Julian Spector is a former editorial fellow at CityLab, where he covers climate change, energy, and clean tech.
The Guardian Shield, a masked neighborhood defender, was no match for a 22 percent rise in rent.
It’s midnight in a darkened residential street. The masked man in the red suit hears a noise behind him. He slows his pace, straining to locate the sound. There it is again. Someone, or something, is tracking him. And it’s getting closer. He picks up his pace, scanning for routes, and turns down an alleyway.
Wrong choice! This one’s a dead end, with nothing but a few empty personal compost bins and a mural advertising that new bone broth parlor down the road. He unsheathes his police baton, raises his monogrammed ballistic shield, and pivots to face the adversary. As the cryptic intruder steps out into the glowing aura of a streetlight, Guardian Shield feels the pang of recognition like a gut punch.
“You can fight crime all you want, Guardian Shield, but you can’t outrun … Gentrification!”
Nearly a year ago, a citizen of Beaverton, a town of around 90,000 located seven miles west of Portland, donned a red lycra jumpsuit and began patrolling the neighborhood as Guardian Shield, an unofficial nightwatchman. His Facebook page describes him as "a local Superhero who patrols the neighborhoods and acts as a deterrent and First Responder to any and all possible situations."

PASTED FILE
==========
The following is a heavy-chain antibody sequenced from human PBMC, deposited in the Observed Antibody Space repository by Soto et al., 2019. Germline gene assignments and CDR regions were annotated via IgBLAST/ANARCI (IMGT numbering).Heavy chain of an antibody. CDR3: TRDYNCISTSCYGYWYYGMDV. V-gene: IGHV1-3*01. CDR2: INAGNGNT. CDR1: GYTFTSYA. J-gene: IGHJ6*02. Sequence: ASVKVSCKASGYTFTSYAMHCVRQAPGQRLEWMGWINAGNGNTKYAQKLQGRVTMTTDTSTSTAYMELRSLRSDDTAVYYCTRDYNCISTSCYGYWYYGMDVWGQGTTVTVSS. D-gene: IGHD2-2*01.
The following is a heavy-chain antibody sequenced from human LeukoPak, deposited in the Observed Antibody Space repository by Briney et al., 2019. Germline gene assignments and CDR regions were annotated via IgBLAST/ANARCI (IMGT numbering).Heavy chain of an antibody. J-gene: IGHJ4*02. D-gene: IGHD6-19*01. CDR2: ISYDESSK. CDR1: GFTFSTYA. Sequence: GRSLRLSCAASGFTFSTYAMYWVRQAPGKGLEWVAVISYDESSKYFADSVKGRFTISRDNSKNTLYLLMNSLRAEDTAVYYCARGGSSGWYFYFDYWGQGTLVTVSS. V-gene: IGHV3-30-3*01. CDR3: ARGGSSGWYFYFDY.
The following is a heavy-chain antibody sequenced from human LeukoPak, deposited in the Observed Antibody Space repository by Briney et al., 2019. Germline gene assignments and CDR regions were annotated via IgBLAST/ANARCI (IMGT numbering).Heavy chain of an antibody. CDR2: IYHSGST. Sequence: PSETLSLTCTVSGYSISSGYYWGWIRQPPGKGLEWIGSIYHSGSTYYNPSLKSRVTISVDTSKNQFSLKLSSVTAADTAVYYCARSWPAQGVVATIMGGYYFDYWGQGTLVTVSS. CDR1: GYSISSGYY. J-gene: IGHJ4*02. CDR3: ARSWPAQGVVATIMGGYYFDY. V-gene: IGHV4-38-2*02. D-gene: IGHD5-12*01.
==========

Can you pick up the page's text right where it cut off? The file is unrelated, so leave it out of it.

Guardian Shield specializes in conflict de-escalation, The Oregonian reports:
He wears lacrosse shoulder and knee pads, military boots and motorcycle gloves. He carries a video camera, a police baton, pepper spray, dog spray, a flashlight and a cell phone.
He uses the flashlight constantly, lighting dark areas around garages and bushes as he patrols. He has pulled his pepper spray but hasn't used it. He has, however, used his cell phone to dial 911.
But the stretchy-pantalooned patrolman met a foe he couldn’t defeat when the rent on his two-bedroom apartment jumped from $980 to $1,200, The Oregonian reports this week. In December he plans to move to Marion County, further from the dark gravitational pull of Portland. The metro has been deemed the most gentrified city in America in recent years, based on growth in median household income and median home value.
The departure of Guardian Shield further demonstrates America’s contradictory attitudes toward housing: it’s both a necessity that should be affordable and a commodity that should grow in value. As housing prices grow, sometimes people regrettably get displaced. Even super-people.